"To obey is better than sacrifice." The sacrificial offerings were in themselves of no value in the sight of God. They were designed to express on the part of the offerer penitence for sin and faith in Christ and to pledge future obedience to the law of God. But without penitence, faith, and an obedient heart, the offerings were worthless. When, in direct violation of God's command, Saul proposed to present a sacrifice of that which God had devoted to destruction, open contempt was shown for the divine authority. The service would have been an insult to Heaven. Yet with the sin of Saul and its result before us, how many are pursuing a similar course. While they refuse to believe and obey some requirement of the Lord, they persevere in offering up to God their formal services of religion. There is no response of the Spirit of God to such service. No matter how zealous men may be in their observance of religious ceremonies, the Lord cannot accept them if they persist in willful violation of one of His commands.
"Rebellion is as the sin of witchcraft, and stubbornness is as iniquity and idolatry." Rebellion originated with Satan, and all rebellion against God is directly due to satanic influence. Those who set themselves against the government of God have entered into an alliance with the archapostate, and he will exercise his power and cunning to captivate the senses and mislead the understanding. He will cause everything to appear in a false light. Like our first parents, those who are under his bewitching spell see only the great benefits to be received by transgression.
No stronger evidence can be given of Satan's delusive power than that many who are thus led by him deceive themselves with the belief that they are in the service of God. When Korah, Dathan, and Abiram rebelled against the authority of Moses, they thought they were opposing only a human leader, a man like themselves; and they came to believe that they were verily doing God service. But in rejecting God's chosen instrument they rejected Christ; they insulted the Spirit of God. So, in the days of Christ, the Jewish scribes and elders, who professed great zeal for the honor of God, crucified His Son. The same spirit still exists in the hearts of those who set themselves to follow their own will in opposition to the will of God.
Saul had had the most ample proof that Samuel was divinely inspired. His venturing to disregard the command of God through the prophet was against the dictates of reason and sound judgment. His fatal presumption must be attributed to satanic sorcery. Saul had manifested great zeal in suppressing idolatry and witchcraft; yet in his disobedience to the divine command he had been actuated by the same spirit of opposition to God and had been as really inspired by Satan as are those who practice sorcery; and when reproved, he had added stubbornness to rebellion. He could have offered no greater insult to the Spirit of God had he openly united with idolaters.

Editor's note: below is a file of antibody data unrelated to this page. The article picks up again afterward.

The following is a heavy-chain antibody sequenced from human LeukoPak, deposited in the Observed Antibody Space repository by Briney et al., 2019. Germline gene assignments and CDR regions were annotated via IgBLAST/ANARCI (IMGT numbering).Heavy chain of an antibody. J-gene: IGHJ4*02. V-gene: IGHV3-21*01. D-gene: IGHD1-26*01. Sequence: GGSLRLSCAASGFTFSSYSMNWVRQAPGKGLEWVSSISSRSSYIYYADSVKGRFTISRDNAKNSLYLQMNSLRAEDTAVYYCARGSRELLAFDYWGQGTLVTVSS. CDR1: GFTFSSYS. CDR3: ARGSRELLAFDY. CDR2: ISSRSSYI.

It is a perilous step to slight the reproofs and warnings of God's word or of His Spirit. Many, like Saul, yield to temptation until they become blind to the true character of sin. They flatter themselves that they have had some good object in view, and have done no wrong in departing from the Lord's requirements. Thus they do despite to the Spirit of grace, until its voice is no longer heard, and they are left to the delusions which they have chosen.
In Saul, God had given to Israel a king after their own heart, as Samuel said when the kingdom was confirmed to Saul at Gilgal, "Behold the king whom ye have chosen, and whom ye have desired." 1 Samuel 12:13. Comely in person, of noble stature and princely bearing, his appearance accorded with their conceptions of royal dignity; and his personal valor and his ability in the conduct of armies were the qualities which they regarded as best calculated to secure respect and honor from other nations. They felt little solicitude that their king should possess those higher qualities which alone could fit him to rule with justice and equity. They did not ask for one who had true nobility of character, who possessed the love and fear of God. They had not sought counsel from God as to the qualities a ruler should possess, in order to preserve their distinctive, holy character as His chosen people. They were not seeking God's way, but their own way. Therefore God gave them such a king as they desired--one whose character was a reflection of their own. Their hearts were not in submission to God, and their king also was unsubdued by divine grace. Under the rule of this king they would obtain the experience necessary in order that they might see their error, and return to their allegiance to God.
Yet the Lord, having placed on Saul the responsibility of the kingdom, did not leave him to himself. He caused the Holy Spirit to rest upon Saul to reveal to him his own weakness and his need of divine grace; and had Saul relied upon God, God would have been with him. So long as his will was controlled by the will of God, so long as he yielded to the discipline of His Spirit, God could crown his efforts with success. But when Saul chose to act independently of God, the Lord could no longer be his guide, and was forced to set him aside. Then He called to the throne "a man after His own heart" (1 Samuel 13:14)--not one who was faultless in character, but who, instead of trusting to himself, would rely upon God, and be guided by His Spirit; who, when he sinned, would submit to reproof and correction.